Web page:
Elly Clayworth left this earthly plane on August 3, 2020, after a years-long battle with heart disease, diabetes, COPD, and, toward the end, Alzheimer’s disease. She fought valiantly throughout it all, and has earned her rest.
Elly was preceded in death by her husband, Roy Taylor Clayworth, Jr. She is survived by her children, Steven Clayworth (spouse: Linda Turnbaugh), Richard Clayworth (spouse: Gail), Linda Grimes (spouse: Robert), and Edward Clayworth.
Also missing Elly are her grandchildren, Kelly Holmes (spouse: Greg), Paul Clayworth, Erika Stevenson (spouse: Darin), Annalisa Stryer (spouse: Michael), and Sean Grimes; and her great-grandchildren, Abby, Emma, and Grace Holmes, and Lucy, Collin, and Nora Stevenson.
Elly was born in Stockholm, Sweden, the only child of Anna-Lisa and Nils Ivar Nordstrom. She sometimes jokingly bemoaned the fact that hers was not the Nordstrom family of department store fame, but over time became reconciled to the lack of a good shopping discount. Her beloved aunt, Edith Strandberg, and her cousins Birgit and Ester Strandberg, helped raise her and remained an important part of her life until their deaths. It was always an exciting time when a newsy letter or a package from Sweden showed up in the mail.
Elly was a self-described “stubborn old Swede” who, for reasons she couldn’t at times fathom, wound up spending the majority of her life in San Antonio, Texas. She never quite got used to the heat, but eventually came to love Tex-Mex cuisine. We’re not sure if she ever completely forgave her husband for sweeping her off her feet at an embassy party in Stockholm, hauling her home to the U.S. with him, and subsequently exiting life way too soon, but she did her level best to raise their four children in the place she knew he wanted them to live. It helped that Texas has beautiful beaches. She always loved the sea, which she said fed her soul. Whether it was from the vantage point of Ljusterö, the island off the coast of Sweden where she spent her summers as a child, or simply gazing outward from the coastlines of Padre Island and Galveston, she was always happiest near an ocean.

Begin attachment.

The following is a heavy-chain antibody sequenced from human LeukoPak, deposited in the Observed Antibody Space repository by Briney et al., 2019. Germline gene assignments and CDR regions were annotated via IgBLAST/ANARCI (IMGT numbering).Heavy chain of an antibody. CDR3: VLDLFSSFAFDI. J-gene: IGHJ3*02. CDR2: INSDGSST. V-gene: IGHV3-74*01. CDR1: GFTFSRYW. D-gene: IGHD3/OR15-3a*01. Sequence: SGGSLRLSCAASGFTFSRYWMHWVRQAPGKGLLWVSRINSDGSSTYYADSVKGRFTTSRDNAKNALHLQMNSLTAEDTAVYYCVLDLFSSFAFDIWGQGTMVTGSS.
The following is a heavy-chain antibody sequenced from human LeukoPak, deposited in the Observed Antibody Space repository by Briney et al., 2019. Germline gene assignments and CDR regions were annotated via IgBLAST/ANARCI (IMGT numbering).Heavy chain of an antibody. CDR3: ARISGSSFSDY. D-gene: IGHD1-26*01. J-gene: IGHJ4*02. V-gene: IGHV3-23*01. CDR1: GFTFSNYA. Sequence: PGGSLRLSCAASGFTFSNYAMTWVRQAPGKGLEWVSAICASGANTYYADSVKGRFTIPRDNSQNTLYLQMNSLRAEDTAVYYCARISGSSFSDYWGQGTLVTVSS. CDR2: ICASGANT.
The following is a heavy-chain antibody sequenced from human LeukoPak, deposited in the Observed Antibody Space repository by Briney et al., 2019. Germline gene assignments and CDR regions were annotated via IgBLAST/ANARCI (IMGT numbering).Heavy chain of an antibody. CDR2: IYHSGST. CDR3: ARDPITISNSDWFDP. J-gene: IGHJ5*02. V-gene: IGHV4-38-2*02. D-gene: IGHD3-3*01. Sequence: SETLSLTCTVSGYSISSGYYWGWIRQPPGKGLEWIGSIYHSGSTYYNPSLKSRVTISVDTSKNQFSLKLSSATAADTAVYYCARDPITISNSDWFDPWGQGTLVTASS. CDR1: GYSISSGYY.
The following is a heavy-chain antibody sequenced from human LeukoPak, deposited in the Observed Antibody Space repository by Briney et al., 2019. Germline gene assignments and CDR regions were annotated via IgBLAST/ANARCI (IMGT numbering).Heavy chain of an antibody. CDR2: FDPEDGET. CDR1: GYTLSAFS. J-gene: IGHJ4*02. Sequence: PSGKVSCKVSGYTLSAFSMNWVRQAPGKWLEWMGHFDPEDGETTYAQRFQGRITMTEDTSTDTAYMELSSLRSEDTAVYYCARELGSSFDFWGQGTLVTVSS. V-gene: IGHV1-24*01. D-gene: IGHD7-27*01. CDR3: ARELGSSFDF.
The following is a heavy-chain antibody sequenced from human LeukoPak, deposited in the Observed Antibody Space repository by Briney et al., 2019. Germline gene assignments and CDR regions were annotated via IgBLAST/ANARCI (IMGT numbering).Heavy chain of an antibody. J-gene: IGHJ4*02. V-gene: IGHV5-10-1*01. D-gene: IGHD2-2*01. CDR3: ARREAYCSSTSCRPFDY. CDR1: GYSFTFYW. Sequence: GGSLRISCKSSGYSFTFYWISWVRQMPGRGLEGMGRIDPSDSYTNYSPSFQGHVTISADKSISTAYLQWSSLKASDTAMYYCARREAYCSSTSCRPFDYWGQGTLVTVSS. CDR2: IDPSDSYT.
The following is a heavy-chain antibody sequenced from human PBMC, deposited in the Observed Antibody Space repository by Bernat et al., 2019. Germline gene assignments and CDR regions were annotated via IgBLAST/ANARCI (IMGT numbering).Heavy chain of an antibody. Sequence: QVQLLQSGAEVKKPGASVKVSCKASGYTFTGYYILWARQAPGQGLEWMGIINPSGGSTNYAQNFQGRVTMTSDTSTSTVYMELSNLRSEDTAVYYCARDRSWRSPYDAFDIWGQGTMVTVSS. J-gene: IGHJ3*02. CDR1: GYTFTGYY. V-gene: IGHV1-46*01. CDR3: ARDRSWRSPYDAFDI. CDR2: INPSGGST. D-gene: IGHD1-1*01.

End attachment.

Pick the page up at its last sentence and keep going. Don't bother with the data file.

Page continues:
Elly once told a friend that, had her life taken a different direction, she would have enjoyed being an investigative reporter. She was endlessly curious about people, whether they were celebrities, politicians, or neighbors. But riding herd on four children by herself, along with the slew of dogs, cats, hamsters, birds, and various other pets she couldn’t deny them, didn’t leave a lot of time for journalistic pursuits. Instead, she filled what little leisure time she could find with other interests. She loved hummingbirds, feeding the ducks at Landa Park, flowers—especially her African violets—going to movies, occasional meals out at favorite restaurants, and watching men play tennis on TV. She said women’s tennis was “okay,” but not as much fun to watch because they didn’t play as hard as the men did, and weren’t as cute.
Elly was known to get perturbed with her children from time to time—and didn’t hesitate to let them know it—but she adored them unreservedly, taking great pride in their accomplishments, even the ones that scared her. Her grandchildren and great-grandchildren brought her nothing but joy, and they could do no wrong in her eyes. She will no doubt continue to watch all her descendants’ lives unfold, with tremendous interest, from a window seat in the great beyond.
Until we meet again,